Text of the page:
Report

The climate change performance index 2012

6 Dec 2011
Description

Key findings

This year's Climate Change Performance Index (CCPI) shows some interesting and worrying results.

As in the years before, we still cannot reward any country with the rankings 1-3, as no country is doing enough to prevent dangerous climate change.

Sweden is back at the top and ranks 4th. This is especially due to their low emissions level and good emissions trend in some sectors (esp. housing sector). However, Swedish experts are criticising the Swedish climate policy as being not ambitious enough and insufficient with regard to the 2°C limit.

The UK, ranked 5th, has shown strong elements of environmental leadership, but recently there have been worrying signs (e.g. ignoring recommendations of the Committee on Climate Change to tighten up the intervening carbon budgets) that the UK is stepping back from its efforts, which has kept them from achieving the top position.

Brazil lost its top ranking because of increasing emissions. Also, the emissions from deforestation have increased since the end of 2010. Brazil would have received a worse ranking if the absolute emission indicators reflected not only energy, but also forest-related emissions.

Germany’s new energy concept and a relatively good emissions trend resulted in a better evaluation of the national climate policy and, therefore, a climb from the seventh to the sixth rank. However, the emissions level in Germany is still too high for a top placement.

Overall, mostly due to discouraging emissions levels and trends, the three lowest-ranking countries are Saudi Arabia, Kazakhstan and Iran.

The US has climbed up two ranks mainly due to its reduction in emissions as a result of the economic crisis. However, the US remains at the bottom end of the index because of poor policy evaluations and a very high emissions level.

India dropped 13 ranks because of a worse overall performance, especially because of a worse performance in the emissions trend.

China’s climate performance is full of contradictions. While China (in absolute, not in per-capita terms) remains the world’s largest CO2 emitter with dramatically growing emissions (with a growing gap when comparing China with all other countries), the focus on national emissions reduction policy is rapidly intensifying through nationally binding energy-intensity reduction targets and a three-percent renewable-energy portfolio requirement. By now, China, which was previously considered a “nobody” in renewable energy production, is installing about half of the global renewable energy capacity per year. China’s position in the index will dramatically improve as soon as these positive trends will influence its emissions trend.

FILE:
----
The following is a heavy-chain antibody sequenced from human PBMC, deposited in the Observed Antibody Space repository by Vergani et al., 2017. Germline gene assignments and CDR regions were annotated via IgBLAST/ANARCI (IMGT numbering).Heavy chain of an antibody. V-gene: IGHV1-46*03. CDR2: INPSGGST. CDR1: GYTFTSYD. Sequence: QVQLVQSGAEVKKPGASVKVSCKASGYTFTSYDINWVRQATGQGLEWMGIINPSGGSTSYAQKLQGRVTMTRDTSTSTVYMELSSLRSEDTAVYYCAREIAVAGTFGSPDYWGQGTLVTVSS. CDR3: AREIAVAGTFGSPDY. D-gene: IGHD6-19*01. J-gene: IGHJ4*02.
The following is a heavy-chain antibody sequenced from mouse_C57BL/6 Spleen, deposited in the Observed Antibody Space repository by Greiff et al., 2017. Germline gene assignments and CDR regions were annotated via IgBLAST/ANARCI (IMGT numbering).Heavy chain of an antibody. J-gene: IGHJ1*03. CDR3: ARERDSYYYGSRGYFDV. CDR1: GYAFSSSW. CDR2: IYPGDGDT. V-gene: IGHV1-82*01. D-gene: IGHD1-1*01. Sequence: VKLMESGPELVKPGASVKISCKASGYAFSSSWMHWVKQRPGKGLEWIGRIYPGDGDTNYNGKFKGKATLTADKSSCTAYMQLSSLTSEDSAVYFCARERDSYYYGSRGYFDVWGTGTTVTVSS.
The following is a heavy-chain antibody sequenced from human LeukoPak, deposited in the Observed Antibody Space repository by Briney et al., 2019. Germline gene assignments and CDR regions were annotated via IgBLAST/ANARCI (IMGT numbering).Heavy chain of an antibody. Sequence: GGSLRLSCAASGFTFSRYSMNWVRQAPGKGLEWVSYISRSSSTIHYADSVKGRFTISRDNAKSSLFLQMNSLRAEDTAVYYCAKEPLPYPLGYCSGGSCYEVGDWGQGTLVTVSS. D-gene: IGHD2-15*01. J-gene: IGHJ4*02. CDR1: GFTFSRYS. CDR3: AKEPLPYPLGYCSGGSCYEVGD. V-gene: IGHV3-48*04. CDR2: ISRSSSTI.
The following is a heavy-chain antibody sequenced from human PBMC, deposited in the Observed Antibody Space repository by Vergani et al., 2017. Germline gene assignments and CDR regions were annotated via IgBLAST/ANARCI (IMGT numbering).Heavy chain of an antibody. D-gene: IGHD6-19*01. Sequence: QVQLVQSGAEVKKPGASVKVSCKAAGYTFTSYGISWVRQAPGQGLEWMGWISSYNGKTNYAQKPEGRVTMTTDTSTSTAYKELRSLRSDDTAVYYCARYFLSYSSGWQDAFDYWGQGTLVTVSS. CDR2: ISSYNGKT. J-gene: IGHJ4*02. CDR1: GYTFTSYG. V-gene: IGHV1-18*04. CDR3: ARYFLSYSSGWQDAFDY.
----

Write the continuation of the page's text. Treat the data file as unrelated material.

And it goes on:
One important factor for this years’ index is the financial and economic crisis of 2008 and 2009, which, as an unintended positive side effect, had a favourable influence on emissions trends of, e.g., Ireland and Spain, both of which climb up ten ranks in the Emissions Trend Indicator.

The economic crisis also signified an opportunity for countries with high emissions levels to remodel their economies to include policies for a sustainable use of environmental regeneration. In order to include this development and bring the index up-to-date, a new indicator which measures the trend of CO2 per capita emissions from 2009 to 2010 is included in this year’s index. This indicator rewards countries for which the financial and economic crisis led not only to a dent in a continuously rising emissions trend, but which also contributed to further reductions in emissions during economic recovery.

Australia has made encouraging steps towards improved climate policy. The experts recognized the new carbon tax as especially positive. Due to continuously high emissions, Australia remains in the last quarter of the CCPI. However, the latest emissions trend and the policy evaluation made Australia climb ten ranks and indicate that Australia has the ability to climb up in future rankings.

Poor emissions trends and poor policy evaluations made the Netherlands lose twelve ranks.

There are several leading countries in Europe, above all Sweden, UK and Germany. Here, performance rankings have increased during the last year. However, within Europe, countries such as Turkey, Poland and Croatia hold some of the lowest positions in the overall ranking. This is partly due to their policy evaluations. During its presidency of the European Council, Poland blocked the proposed EU’s 30 percent reduction target (until 2020).

Within the first ten-ranking countries, Denmark improved its performance the most. This can be attributed to its improved national and international climate policy.

It is especially worrying that the global trend towards burning coal (and oil from tar sands) has not been stopped. This is the main reason why we see emissions per gross domestic product (GDP) increasing in many countries.

There is a robust trend towards increasing national renewable energy capacity. Especially China, the US and Germany are successful in this field.

The countries with the worst score in the indicator ‘emissions levels’ are Kazakhstan, Saudi Arabia and Estonia.

The average grades for the national and international policies are weak. Most experts are not satisfied by far with the efforts of their governments with regard to the 2°C limit.

This year’s host country of the UN Climate Summit, South Africa, is showing an improved performance in the field of national climate policy each year. However, their emissions are still relatively high and the country remains addicted to coal.

China, Mexico, Korea and South Africa are the countries with the best policy evaluation. Mexico was explicitly rewarded for the excellent COP Presidency last year in Cancun.

Publication Details
Published year only: 
2011
21
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